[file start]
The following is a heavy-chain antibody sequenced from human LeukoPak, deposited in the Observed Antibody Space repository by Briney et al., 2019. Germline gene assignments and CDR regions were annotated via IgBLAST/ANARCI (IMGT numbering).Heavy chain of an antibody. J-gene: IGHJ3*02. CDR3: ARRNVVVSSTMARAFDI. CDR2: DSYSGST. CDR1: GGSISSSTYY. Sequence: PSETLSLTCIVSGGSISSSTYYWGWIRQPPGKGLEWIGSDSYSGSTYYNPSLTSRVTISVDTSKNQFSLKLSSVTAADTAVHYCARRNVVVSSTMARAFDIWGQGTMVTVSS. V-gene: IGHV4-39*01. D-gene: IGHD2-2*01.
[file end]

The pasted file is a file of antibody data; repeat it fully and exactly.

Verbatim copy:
The following is a heavy-chain antibody sequenced from human LeukoPak, deposited in the Observed Antibody Space repository by Briney et al., 2019. Germline gene assignments and CDR regions were annotated via IgBLAST/ANARCI (IMGT numbering).Heavy chain of an antibody. J-gene: IGHJ3*02. CDR3: ARRNVVVSSTMARAFDI. CDR2: DSYSGST. CDR1: GGSISSSTYY. Sequence: PSETLSLTCIVSGGSISSSTYYWGWIRQPPGKGLEWIGSDSYSGSTYYNPSLTSRVTISVDTSKNQFSLKLSSVTAADTAVHYCARRNVVVSSTMARAFDIWGQGTMVTVSS. V-gene: IGHV4-39*01. D-gene: IGHD2-2*01.